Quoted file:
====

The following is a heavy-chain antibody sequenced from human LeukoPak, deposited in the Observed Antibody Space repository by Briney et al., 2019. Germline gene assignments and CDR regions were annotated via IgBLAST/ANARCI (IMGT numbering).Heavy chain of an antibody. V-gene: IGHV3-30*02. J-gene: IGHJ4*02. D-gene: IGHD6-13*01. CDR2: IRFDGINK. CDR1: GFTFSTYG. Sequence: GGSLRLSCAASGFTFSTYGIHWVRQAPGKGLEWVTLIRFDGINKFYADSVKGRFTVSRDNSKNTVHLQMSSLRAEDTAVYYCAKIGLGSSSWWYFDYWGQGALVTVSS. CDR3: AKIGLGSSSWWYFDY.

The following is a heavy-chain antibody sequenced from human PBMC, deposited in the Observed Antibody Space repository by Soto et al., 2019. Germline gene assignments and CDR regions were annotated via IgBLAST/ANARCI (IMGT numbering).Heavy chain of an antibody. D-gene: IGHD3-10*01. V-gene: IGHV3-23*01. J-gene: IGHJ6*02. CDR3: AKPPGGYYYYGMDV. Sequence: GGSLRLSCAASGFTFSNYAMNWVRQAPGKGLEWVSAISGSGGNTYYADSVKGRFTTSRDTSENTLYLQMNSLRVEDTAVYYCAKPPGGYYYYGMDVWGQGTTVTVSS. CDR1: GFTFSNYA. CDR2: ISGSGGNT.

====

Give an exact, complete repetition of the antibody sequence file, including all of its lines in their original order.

The following is a heavy-chain antibody sequenced from human LeukoPak, deposited in the Observed Antibody Space repository by Briney et al., 2019. Germline gene assignments and CDR regions were annotated via IgBLAST/ANARCI (IMGT numbering).Heavy chain of an antibody. V-gene: IGHV3-30*02. J-gene: IGHJ4*02. D-gene: IGHD6-13*01. CDR2: IRFDGINK. CDR1: GFTFSTYG. Sequence: GGSLRLSCAASGFTFSTYGIHWVRQAPGKGLEWVTLIRFDGINKFYADSVKGRFTVSRDNSKNTVHLQMSSLRAEDTAVYYCAKIGLGSSSWWYFDYWGQGALVTVSS. CDR3: AKIGLGSSSWWYFDY.

The following is a heavy-chain antibody sequenced from human PBMC, deposited in the Observed Antibody Space repository by Soto et al., 2019. Germline gene assignments and CDR regions were annotated via IgBLAST/ANARCI (IMGT numbering).Heavy chain of an antibody. D-gene: IGHD3-10*01. V-gene: IGHV3-23*01. J-gene: IGHJ6*02. CDR3: AKPPGGYYYYGMDV. Sequence: GGSLRLSCAASGFTFSNYAMNWVRQAPGKGLEWVSAISGSGGNTYYADSVKGRFTTSRDTSENTLYLQMNSLRVEDTAVYYCAKPPGGYYYYGMDVWGQGTTVTVSS. CDR1: GFTFSNYA. CDR2: ISGSGGNT.